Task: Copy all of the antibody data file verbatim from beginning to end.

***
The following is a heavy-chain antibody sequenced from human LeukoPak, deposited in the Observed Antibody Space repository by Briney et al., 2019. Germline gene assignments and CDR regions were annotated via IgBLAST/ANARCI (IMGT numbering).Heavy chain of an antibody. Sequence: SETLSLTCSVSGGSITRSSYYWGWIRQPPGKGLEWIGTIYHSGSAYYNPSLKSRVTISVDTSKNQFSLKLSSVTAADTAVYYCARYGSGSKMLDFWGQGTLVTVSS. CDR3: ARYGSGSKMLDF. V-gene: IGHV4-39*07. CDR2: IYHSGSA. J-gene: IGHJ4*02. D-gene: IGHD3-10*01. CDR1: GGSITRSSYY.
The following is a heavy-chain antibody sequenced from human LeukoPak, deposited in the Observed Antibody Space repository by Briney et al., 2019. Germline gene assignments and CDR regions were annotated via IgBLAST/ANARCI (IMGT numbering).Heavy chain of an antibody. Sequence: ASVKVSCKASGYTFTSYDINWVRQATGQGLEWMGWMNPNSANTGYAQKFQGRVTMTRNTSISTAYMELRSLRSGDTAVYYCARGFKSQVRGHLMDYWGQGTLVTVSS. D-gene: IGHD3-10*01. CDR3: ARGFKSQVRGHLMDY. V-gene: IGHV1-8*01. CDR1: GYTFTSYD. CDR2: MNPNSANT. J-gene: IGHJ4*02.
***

The following is a heavy-chain antibody sequenced from human LeukoPak, deposited in the Observed Antibody Space repository by Briney et al., 2019. Germline gene assignments and CDR regions were annotated via IgBLAST/ANARCI (IMGT numbering).Heavy chain of an antibody. Sequence: SETLSLTCSVSGGSITRSSYYWGWIRQPPGKGLEWIGTIYHSGSAYYNPSLKSRVTISVDTSKNQFSLKLSSVTAADTAVYYCARYGSGSKMLDFWGQGTLVTVSS. CDR3: ARYGSGSKMLDF. V-gene: IGHV4-39*07. CDR2: IYHSGSA. J-gene: IGHJ4*02. D-gene: IGHD3-10*01. CDR1: GGSITRSSYY.
The following is a heavy-chain antibody sequenced from human LeukoPak, deposited in the Observed Antibody Space repository by Briney et al., 2019. Germline gene assignments and CDR regions were annotated via IgBLAST/ANARCI (IMGT numbering).Heavy chain of an antibody. Sequence: ASVKVSCKASGYTFTSYDINWVRQATGQGLEWMGWMNPNSANTGYAQKFQGRVTMTRNTSISTAYMELRSLRSGDTAVYYCARGFKSQVRGHLMDYWGQGTLVTVSS. D-gene: IGHD3-10*01. CDR3: ARGFKSQVRGHLMDY. V-gene: IGHV1-8*01. CDR1: GYTFTSYD. CDR2: MNPNSANT. J-gene: IGHJ4*02.